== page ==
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[ The PC Guide | Troubleshooting and Repair Guide | The Troubleshooting Expert | Troubleshooting Specific Components | Troubleshooting Operating Systems and Applications ]

I am experiencing general protection faults, exception errors, crashes or lockups

Explanation: You are experiencing problems trying to use various software on your PC. You have problems such as general protection faults or invalid operation errors being reported by the operating system, or the system seems to lock up or crash a great deal.

Diagnosis: These types of problems, when they occur often, generally are referred to as "instability" in the system. This can be caused by various hardware or software problems. In fact, this is one of the more difficult situations to diagnose, because of the sheer number of potential causes of the problem.


  • If the problem occurs only when running a particular application, the chances are high that the problem is related to that application (although that is not always the case).
  • Read the troubleshooting information in the section that discusses the causes of system instability. Problems like general protection faults can be a symptom of hardware problems.
  • If you are using Windows 3.x, check your system resource level by looking in "About" under the Help menu in the Program Manager. If the number is below about 20%, this may be the problem.
  • Scan the system for viruses.
  • If you just added any new software to the system, it could be causing the problem. In particular, any software that includes items that are automatically loaded when Windows starts should probably be considered suspect.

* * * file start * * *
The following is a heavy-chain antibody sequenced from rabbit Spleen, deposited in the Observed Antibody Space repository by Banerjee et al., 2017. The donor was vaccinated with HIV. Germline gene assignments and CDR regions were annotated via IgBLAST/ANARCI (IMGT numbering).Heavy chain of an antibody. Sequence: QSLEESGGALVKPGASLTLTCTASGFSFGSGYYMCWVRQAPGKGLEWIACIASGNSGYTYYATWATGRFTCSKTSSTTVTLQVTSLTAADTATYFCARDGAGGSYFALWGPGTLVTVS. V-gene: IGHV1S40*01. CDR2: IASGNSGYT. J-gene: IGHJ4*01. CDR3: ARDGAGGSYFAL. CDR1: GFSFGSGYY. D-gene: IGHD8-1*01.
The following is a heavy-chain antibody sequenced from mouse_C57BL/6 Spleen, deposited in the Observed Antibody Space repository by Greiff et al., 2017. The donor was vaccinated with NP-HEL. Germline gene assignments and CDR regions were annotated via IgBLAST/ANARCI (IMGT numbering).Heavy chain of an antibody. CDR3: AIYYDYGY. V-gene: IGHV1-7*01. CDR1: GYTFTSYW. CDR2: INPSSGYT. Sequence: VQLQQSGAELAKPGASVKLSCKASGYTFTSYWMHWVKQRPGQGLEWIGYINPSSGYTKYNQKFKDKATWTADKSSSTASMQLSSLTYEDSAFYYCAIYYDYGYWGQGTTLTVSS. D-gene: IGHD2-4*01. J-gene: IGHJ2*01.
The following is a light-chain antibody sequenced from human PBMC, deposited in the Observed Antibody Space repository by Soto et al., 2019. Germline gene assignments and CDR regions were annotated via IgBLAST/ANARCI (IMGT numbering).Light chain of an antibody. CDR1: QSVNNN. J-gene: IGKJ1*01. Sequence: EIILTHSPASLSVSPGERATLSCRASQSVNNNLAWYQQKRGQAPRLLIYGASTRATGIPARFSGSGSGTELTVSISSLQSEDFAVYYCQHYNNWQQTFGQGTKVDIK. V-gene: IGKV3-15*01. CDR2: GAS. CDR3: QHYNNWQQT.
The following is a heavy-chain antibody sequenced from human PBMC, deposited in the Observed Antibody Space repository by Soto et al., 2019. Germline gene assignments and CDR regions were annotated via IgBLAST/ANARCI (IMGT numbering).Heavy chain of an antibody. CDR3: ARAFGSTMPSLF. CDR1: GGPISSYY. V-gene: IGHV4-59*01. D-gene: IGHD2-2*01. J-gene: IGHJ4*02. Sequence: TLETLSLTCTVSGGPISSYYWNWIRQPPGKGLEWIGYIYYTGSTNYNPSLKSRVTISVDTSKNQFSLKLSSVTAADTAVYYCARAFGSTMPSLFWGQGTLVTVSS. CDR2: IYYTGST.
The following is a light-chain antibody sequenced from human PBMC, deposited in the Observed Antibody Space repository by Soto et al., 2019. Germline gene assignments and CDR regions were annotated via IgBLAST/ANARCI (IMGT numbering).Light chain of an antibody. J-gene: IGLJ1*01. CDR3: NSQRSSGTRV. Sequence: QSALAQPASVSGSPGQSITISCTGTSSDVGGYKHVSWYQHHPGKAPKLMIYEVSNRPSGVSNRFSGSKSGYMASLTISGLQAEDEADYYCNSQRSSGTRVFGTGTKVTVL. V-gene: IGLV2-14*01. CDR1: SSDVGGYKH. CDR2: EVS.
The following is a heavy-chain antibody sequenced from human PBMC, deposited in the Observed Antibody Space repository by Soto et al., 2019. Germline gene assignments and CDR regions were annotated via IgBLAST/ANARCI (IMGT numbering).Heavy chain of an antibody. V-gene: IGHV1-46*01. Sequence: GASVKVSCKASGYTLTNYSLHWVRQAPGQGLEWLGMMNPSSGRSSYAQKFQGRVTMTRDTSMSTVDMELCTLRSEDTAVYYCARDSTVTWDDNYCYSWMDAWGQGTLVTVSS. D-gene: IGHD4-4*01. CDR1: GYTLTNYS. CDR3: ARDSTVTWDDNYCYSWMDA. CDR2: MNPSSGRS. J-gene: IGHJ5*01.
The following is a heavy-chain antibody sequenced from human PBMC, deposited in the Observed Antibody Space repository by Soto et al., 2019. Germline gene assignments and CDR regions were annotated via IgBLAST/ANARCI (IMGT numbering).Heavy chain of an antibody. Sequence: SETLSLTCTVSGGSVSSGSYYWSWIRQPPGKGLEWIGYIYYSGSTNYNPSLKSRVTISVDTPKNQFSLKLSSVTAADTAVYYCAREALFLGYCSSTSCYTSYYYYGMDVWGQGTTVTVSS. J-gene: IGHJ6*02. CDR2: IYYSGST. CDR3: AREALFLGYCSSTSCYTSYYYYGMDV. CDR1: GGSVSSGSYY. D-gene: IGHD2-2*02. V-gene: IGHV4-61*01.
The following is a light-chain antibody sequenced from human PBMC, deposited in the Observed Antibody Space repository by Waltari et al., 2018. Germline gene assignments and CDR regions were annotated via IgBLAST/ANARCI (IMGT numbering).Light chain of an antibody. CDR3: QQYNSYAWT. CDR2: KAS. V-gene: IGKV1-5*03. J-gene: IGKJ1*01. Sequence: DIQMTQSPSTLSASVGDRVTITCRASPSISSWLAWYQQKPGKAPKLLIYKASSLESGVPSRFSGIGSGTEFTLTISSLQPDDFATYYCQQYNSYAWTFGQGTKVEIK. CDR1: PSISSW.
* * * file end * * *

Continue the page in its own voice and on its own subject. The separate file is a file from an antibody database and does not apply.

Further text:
• If you just installed Windows 95, and you installed it over top of a previous installation of Windows 3.x, there may be a conflict or problem being caused by settings inherited from the old installation. I (and most others) recommend only installing Windows 95 clean to a new hard disk or directory.
  • Check your CONFIG.SYS and AUTOEXEC.BAT files for extraneous programs or drivers being loaded. Disable anything being referenced there that you do not absolutely definitely need.
  • Check the file system of the boot drive for errors. File system errors in the wrong part of the hard disk can cause all sorts of problems.
  • The Windows 95 registry may be corrupted. Rebooting using the backup copy of the registry may help (but be careful before mucking around with the registry).
  • There could be a bad driver on the system. Try updating or changing to a system-standard driver and see if this helps.
  • Double-check your BIOS settings. Make sure they are not set too aggressively. Try resetting to default settings after making a record of the current settings.
  • There could be a resource conflict between two pieces of hardware causing the problem. Watch specifically for problems that are encountered only when a particular device or pair of devices is used. See here for more details.
  • Strange problems can result from a boot disk volume that is full. Check your disk space on the drive that contains the Windows directory.
  • Watch out for temporary files that are left-over from earlier sessions and may accumulate in the temporary file directory. These should be cleaned out periodically.
  • If all else fails, you may want to consider reinstalling the operating system. Sometimes, this will fix problems that may have cropped up when an installation is not completed properly or a file becomes corrupted. This is not a step to take lightly, however, because it is a time-consuming job and can affect the operation of applications that you have installed on your PC.

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